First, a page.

Please The Palate Pick of the Week: Genever Cocktail Lesson & Shake-along

Whether a gin lover or a whiskey lover, Genever will satisfy both. Genever is the historic precursor to gin and most easily described as “a whisky-lover’s gin or a gin-lover’s whiskey.” As a gin lover, I was excited to learn more about Genever with a virtual cocktail lesson and shake-along as part of The Genever Crusade. Not only did I learn about Genever, I made some very tasty cocktails and that is why the Genever Cocktail Lesson and Shake-along I virtually attended was the Please The Palate pick of the week. 

Genever is a malt spirit flavored with juniper and botanicals and can be unaged or barrel aged. Genever’s similarily to whiskey is that it is a malt spirit made from corn, rye, wheat, or malted barley. Genever’s similarity to gin is that it has juniper and botanicals, however gin must have more juniper than any other ingredient and Genever has no minimum. 

The first record of Genever was in the 1500s and by the 1800s, during the time of bartender Jerry Thomas, one in four American cocktails was based on Genever. Sadly, Genever lost its prominence as a result of Prohibition, World War I and World War II. Thankfully, Genever was “rediscovered” by bartenders in 2000 and on January 15, 2008, the category of Genever became protected by the European Union. Genever has a Protected Designation of Origin (PDO) which comprises the Netherlands, Belgium, and small adjoining parts of Germany and France, respectively. 

Zach Patterson of Melrose Umbrella Co bar took us on a journey through the history of Genever and the styles of Genever which can range from fresh, fruity, and floral to grainy and herbal to rich and complex to full-bodied, spicy and sweet.

We enjoyed tasting five different Genever brands, each differing in style and flavor:

Bobby’s Schiedam Jenever is a blend of Indonesian spices and 4% traditional malt, just enough to round out the mouthfeel.  Bobby’s Schiedam Jenever has a very aromatic nose with notes of lemongrass, ginger, citrus and spice and is the most “gin-like” in taste.

Rutte Old Simon Genever, founded in 1972, is made by Myriam Hendrickx, an 8th generation Master Distiller. Rutte Old Simon Genever is 40% malt spirit, 60% grain alcohol, infused and re-distilled with juniper berries and botanicals (coriander, angelica, mace, fresh berries, celery, roasted hazelnuts, carob, licorice, orris root and more). It is rich and sweet with nutty notes.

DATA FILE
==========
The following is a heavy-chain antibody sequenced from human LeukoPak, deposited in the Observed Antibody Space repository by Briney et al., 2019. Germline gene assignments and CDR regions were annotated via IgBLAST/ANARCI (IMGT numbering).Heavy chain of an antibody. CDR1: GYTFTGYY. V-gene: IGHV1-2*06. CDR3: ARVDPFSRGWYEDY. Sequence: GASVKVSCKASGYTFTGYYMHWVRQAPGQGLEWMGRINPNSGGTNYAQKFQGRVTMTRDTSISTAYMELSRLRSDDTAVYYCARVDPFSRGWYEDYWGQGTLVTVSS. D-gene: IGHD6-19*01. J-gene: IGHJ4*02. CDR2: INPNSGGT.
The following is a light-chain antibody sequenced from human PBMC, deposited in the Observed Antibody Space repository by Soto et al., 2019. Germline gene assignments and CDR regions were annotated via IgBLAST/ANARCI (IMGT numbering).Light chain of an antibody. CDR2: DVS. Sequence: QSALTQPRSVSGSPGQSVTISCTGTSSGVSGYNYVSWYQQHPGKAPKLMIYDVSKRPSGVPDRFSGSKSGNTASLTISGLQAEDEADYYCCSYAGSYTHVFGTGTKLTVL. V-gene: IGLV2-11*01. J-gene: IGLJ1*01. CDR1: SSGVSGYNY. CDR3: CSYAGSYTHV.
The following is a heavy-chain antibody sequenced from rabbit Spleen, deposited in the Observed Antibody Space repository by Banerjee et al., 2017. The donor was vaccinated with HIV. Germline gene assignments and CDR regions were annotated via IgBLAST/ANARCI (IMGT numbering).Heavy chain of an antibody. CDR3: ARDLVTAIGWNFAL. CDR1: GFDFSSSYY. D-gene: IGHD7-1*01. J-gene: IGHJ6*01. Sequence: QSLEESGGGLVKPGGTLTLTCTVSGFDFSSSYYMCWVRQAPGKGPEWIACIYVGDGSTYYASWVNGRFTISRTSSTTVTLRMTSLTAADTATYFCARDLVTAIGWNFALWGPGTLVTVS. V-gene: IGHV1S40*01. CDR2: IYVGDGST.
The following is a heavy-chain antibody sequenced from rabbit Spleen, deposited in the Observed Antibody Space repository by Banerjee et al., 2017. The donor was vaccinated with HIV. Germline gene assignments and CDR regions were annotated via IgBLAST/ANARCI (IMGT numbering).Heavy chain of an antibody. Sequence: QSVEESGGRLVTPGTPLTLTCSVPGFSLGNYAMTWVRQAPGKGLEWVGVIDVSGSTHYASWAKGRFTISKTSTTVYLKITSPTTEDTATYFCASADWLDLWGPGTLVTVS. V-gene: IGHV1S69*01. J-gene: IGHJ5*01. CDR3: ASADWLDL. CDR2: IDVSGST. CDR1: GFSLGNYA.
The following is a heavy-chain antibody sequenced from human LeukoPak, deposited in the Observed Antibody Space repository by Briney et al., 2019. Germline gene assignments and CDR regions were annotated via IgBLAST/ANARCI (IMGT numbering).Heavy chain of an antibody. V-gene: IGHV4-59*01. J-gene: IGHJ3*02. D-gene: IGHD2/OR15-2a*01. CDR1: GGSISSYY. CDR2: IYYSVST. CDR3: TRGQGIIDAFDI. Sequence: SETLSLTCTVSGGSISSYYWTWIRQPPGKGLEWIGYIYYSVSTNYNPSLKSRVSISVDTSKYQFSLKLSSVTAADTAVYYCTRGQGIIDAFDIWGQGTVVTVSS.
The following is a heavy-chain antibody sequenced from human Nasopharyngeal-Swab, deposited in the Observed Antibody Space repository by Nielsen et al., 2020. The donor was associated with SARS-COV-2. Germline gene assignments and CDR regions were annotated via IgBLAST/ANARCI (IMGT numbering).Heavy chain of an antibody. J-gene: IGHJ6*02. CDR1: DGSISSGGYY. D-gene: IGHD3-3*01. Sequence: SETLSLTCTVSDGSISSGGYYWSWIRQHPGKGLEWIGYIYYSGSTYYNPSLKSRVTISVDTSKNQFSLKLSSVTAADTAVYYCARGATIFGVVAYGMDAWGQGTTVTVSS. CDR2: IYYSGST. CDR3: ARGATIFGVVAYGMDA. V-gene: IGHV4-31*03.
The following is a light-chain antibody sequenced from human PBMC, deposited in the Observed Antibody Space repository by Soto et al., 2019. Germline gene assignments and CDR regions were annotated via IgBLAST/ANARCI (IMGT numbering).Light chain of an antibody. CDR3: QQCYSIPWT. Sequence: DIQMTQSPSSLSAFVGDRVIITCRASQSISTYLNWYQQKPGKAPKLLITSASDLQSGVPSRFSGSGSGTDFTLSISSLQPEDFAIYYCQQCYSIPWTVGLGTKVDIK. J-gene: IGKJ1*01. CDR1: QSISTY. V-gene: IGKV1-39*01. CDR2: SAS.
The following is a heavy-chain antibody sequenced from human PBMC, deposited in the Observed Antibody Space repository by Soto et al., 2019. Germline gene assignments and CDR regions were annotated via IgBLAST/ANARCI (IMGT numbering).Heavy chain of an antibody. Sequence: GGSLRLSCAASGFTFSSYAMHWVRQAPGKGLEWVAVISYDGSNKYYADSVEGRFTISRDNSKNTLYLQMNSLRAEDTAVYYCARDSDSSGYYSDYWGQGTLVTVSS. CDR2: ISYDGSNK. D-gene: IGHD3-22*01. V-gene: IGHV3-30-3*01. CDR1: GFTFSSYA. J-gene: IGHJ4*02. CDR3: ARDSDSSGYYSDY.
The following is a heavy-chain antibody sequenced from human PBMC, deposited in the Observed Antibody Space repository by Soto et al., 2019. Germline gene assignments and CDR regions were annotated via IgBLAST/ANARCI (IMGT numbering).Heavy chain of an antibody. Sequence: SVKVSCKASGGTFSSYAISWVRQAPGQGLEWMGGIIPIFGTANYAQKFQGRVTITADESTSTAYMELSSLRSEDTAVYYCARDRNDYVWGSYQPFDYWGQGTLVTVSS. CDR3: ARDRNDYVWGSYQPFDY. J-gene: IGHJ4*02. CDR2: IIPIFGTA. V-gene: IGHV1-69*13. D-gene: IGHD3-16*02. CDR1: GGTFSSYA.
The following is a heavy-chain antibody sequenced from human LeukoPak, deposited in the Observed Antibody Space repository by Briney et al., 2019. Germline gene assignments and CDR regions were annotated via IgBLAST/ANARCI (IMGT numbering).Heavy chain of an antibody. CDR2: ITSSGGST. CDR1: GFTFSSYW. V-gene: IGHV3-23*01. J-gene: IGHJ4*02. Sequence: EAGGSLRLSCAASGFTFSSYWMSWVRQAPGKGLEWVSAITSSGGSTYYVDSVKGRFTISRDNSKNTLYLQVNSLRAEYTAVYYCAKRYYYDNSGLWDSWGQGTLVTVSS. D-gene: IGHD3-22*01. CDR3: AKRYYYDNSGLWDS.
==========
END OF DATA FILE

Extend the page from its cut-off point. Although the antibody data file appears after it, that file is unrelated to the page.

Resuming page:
Bols Original Genever is the world’s oldest distilled spirits brand. The company started in 1575 and the Genever was first bottled in 1664. It is made with 60% malt spirit from a rye, corn, and wheat mash and has 22 botanicals including juniper, Bavarian hops, coriander, cloves, and ginger. The Genever has yeasty notes of fresh baked white bread and sweet hop notes, followed by spice on the palate.

De Borgen Old Style Genever was established in 1888. Made from a mashbill of wheat, rye and corn, the Genever has 22% malt that is a blend of 17 years aged and unaged malt spirits with botanicals like juniper berry, hops, gentian, chamomile, and blessed thistle. This Genever sits between a gin and a whiskey and is rich and complex with notes of anise, almond, and vanilla and has a round mid-plate.

Notaris Bartenders Choice Rome Edition is part of the Herman Jansen Distillery that was founded in 1777. This Genever is 100% malt spirit and is a combination of a 10 year old and a 15 year old Notaris with an unaged Rye malt spirit. It has notes of whole wheat fresh dough and spice and is very smooth on the palate. This Genever is the most similar to whiskey.

We also made two very tasty Genever cocktails.

Dutch Sandbar:
3/4oz fresh lime juice
3/4oz Orgeat syrup (Liquid Alchemist or substitute)
1oz Pineapple Pineapple Juice (fresh or Dole works just fine)
1.5oz Genever (Rutte is great, or a blend of 2 Genevers of one’s choice- any/all should work)
2 dash “angosinth” bitters (This is a house blend ratio of 6 parts angostura to 1 part absinthe)
Ice: Crushed ice Preferred (But whatever you have can work)
Glass: Double Old Fashioned
Garnish: Dehydrated Pineapple Garnish, or get creative at home.
Method: Combine all ingredients into a shaker. Add ice. Do a Short/Soft Shake, and strain over
fresh ice. Garnish. Drink Up. Enjoy and Repeat.

The Dutch Sandbar is a refreshing cocktail with almond notes.

2 dashes of Curacao
2 dashes of Angostura bitters
1.5 ounces of Italian vermouth
1.5 ounces of the Genever of your choice
Stirred and served in a coupe

A classic Martinez is a precursor to the Martini and is made with equal parts gin and sweet vermouth plus maraschino liqueur and bitters. However, I realized that I did not have any Sweet Vermouth so I replaced it a 10 Year old Boal from Justinos Madeira. I also selected the DeBorgen Genever for a richer style and in the end, created a very tasty version of a Martinez.

We ended the event with a Dutch tradition called a kopstootje, or “little head-butt.” The idea is that when your glass is half-full, you have a positive outlook. And when your glass is too full, you take a shot of Genever and wash it down with a beer.

Genever is American’s lost European spirit and it is a spirit that I am happy has been rediscovered. It is a spirit that will satisfy both gin and whiskey drinkers and with the diversity of styles, it can used in a range of cocktails.